Cruising in Europe ... An
LOA-49ft, W-13 ft, D-2ft 8in, H-8ft 2in
Presenting the WIDE BEAM version of the popular Dutch-Style Narrowboat ALLEGHENY. This new addition to the Allegheny series is based on our 22 years of experience on the canals and rivers of the UK and mainland Europe. Successor to the award-winning ALLEGHENY 55 narrowboat, this design is assured of wide acceptance by those who are aware of the cruising conditions on the European waterways.
Fully-engineered drawings of this boat are available. The design was initially for a boat 14ft. (4.3M wide. However, additional study of British Waterways literature and talking to BW personnel has shown me that a boat is only guaranteed passage of the Kennet and Avon Canal if it is no wider than 13' 2'' (4.0M). This is true for other wide canals as well. Beginning in June, 2002 we cruised down the Severn River to Bristol, across the Kennet and Avon Canal to Reading, down the Thames to Chatham and across to Calais by early August. Allegheny II is based at Migennes in central France.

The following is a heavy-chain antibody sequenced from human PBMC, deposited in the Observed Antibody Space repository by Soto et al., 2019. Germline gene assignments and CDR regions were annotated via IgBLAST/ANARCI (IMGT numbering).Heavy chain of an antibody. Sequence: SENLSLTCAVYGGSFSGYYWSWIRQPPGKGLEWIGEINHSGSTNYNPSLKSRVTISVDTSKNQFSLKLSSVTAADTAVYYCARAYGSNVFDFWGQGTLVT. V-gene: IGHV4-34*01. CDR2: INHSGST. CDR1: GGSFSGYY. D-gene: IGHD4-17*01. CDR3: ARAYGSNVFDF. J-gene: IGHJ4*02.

"DUTCH STYLE" Canal Barge Live-aboard built by Harold Stufft.
Wheelhouse is built in timber ... Also see photo at bottom of this group.
Look at that purposeful bow ! Note hawse pipe in bow.
Successor to the award winning Dutch style narrow-boat barge 'Allegheny', this design is assured of lots of admiring glances by those who are aware of the cruising conditions on the European waterways.
"DUTCH STYLE" Narrow-boat Canal Barge Live-aboard
Canal friendly cruisers for Coastal cruising as well as canals, rivers & bays.